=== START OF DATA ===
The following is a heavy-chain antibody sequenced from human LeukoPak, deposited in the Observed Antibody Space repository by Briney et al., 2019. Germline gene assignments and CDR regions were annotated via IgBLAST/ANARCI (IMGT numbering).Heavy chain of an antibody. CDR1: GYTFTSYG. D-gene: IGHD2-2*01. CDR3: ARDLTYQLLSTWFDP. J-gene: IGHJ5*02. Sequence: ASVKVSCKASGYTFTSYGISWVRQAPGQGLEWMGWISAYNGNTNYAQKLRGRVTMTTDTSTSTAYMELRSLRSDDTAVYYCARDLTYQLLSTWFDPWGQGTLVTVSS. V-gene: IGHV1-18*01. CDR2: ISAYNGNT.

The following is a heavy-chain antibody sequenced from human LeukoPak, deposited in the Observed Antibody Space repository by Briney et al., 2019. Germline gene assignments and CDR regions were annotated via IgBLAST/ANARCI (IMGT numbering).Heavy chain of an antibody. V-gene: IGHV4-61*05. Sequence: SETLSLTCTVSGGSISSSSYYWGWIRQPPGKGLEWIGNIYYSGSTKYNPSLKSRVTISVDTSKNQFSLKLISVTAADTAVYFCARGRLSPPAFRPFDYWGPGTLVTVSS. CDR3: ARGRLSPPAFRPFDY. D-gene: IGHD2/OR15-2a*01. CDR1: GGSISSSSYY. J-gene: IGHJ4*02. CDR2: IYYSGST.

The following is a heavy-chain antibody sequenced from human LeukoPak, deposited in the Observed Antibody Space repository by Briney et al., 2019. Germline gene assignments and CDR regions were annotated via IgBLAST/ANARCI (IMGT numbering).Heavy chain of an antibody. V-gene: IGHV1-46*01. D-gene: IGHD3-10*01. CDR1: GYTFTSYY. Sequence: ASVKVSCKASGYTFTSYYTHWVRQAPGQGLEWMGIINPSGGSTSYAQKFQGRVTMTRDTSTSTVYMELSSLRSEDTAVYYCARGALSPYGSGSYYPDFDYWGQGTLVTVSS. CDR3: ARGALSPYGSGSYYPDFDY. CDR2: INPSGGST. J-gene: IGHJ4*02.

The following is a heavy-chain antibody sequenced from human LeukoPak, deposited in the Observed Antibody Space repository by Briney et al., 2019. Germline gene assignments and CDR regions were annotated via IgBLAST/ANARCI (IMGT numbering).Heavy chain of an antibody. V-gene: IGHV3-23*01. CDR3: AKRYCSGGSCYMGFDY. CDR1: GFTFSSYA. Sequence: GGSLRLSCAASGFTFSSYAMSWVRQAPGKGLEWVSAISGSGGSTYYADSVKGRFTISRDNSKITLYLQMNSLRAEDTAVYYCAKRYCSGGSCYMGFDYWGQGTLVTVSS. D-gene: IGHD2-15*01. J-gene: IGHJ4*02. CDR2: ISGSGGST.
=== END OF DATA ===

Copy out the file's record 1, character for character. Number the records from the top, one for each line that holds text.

The following is a heavy-chain antibody sequenced from human LeukoPak, deposited in the Observed Antibody Space repository by Briney et al., 2019. Germline gene assignments and CDR regions were annotated via IgBLAST/ANARCI (IMGT numbering).Heavy chain of an antibody. CDR1: GYTFTSYG. D-gene: IGHD2-2*01. CDR3: ARDLTYQLLSTWFDP. J-gene: IGHJ5*02. Sequence: ASVKVSCKASGYTFTSYGISWVRQAPGQGLEWMGWISAYNGNTNYAQKLRGRVTMTTDTSTSTAYMELRSLRSDDTAVYYCARDLTYQLLSTWFDPWGQGTLVTVSS. V-gene: IGHV1-18*01. CDR2: ISAYNGNT.